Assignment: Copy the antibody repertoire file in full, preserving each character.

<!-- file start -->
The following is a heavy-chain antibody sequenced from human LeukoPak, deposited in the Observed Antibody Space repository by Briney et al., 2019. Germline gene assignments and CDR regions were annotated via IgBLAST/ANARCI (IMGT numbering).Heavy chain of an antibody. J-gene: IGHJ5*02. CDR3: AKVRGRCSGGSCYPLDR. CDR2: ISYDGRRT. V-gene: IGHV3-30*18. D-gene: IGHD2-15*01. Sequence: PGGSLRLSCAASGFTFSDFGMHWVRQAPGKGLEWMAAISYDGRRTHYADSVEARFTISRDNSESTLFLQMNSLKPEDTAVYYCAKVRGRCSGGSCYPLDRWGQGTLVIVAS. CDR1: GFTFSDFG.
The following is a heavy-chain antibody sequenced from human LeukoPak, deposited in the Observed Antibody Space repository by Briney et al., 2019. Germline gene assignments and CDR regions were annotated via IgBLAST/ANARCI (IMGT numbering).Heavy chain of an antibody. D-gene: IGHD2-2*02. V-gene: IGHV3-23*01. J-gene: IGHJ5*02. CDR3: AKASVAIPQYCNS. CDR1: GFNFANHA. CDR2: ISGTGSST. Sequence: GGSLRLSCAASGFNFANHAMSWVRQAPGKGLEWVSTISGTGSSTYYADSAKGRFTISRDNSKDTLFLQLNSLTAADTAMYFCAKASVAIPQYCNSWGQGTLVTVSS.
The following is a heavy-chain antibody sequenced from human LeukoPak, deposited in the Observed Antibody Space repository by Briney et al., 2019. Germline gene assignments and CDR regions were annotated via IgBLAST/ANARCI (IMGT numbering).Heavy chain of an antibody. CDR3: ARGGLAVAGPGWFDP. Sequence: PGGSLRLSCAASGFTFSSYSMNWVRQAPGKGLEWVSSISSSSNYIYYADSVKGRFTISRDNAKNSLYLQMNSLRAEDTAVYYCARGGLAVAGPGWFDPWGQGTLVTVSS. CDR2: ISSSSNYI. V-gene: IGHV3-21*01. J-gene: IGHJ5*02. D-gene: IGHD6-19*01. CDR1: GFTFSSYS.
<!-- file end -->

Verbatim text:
The following is a heavy-chain antibody sequenced from human LeukoPak, deposited in the Observed Antibody Space repository by Briney et al., 2019. Germline gene assignments and CDR regions were annotated via IgBLAST/ANARCI (IMGT numbering).Heavy chain of an antibody. J-gene: IGHJ5*02. CDR3: AKVRGRCSGGSCYPLDR. CDR2: ISYDGRRT. V-gene: IGHV3-30*18. D-gene: IGHD2-15*01. Sequence: PGGSLRLSCAASGFTFSDFGMHWVRQAPGKGLEWMAAISYDGRRTHYADSVEARFTISRDNSESTLFLQMNSLKPEDTAVYYCAKVRGRCSGGSCYPLDRWGQGTLVIVAS. CDR1: GFTFSDFG.
The following is a heavy-chain antibody sequenced from human LeukoPak, deposited in the Observed Antibody Space repository by Briney et al., 2019. Germline gene assignments and CDR regions were annotated via IgBLAST/ANARCI (IMGT numbering).Heavy chain of an antibody. D-gene: IGHD2-2*02. V-gene: IGHV3-23*01. J-gene: IGHJ5*02. CDR3: AKASVAIPQYCNS. CDR1: GFNFANHA. CDR2: ISGTGSST. Sequence: GGSLRLSCAASGFNFANHAMSWVRQAPGKGLEWVSTISGTGSSTYYADSAKGRFTISRDNSKDTLFLQLNSLTAADTAMYFCAKASVAIPQYCNSWGQGTLVTVSS.
The following is a heavy-chain antibody sequenced from human LeukoPak, deposited in the Observed Antibody Space repository by Briney et al., 2019. Germline gene assignments and CDR regions were annotated via IgBLAST/ANARCI (IMGT numbering).Heavy chain of an antibody. CDR3: ARGGLAVAGPGWFDP. Sequence: PGGSLRLSCAASGFTFSSYSMNWVRQAPGKGLEWVSSISSSSNYIYYADSVKGRFTISRDNAKNSLYLQMNSLRAEDTAVYYCARGGLAVAGPGWFDPWGQGTLVTVSS. CDR2: ISSSSNYI. V-gene: IGHV3-21*01. J-gene: IGHJ5*02. D-gene: IGHD6-19*01. CDR1: GFTFSSYS.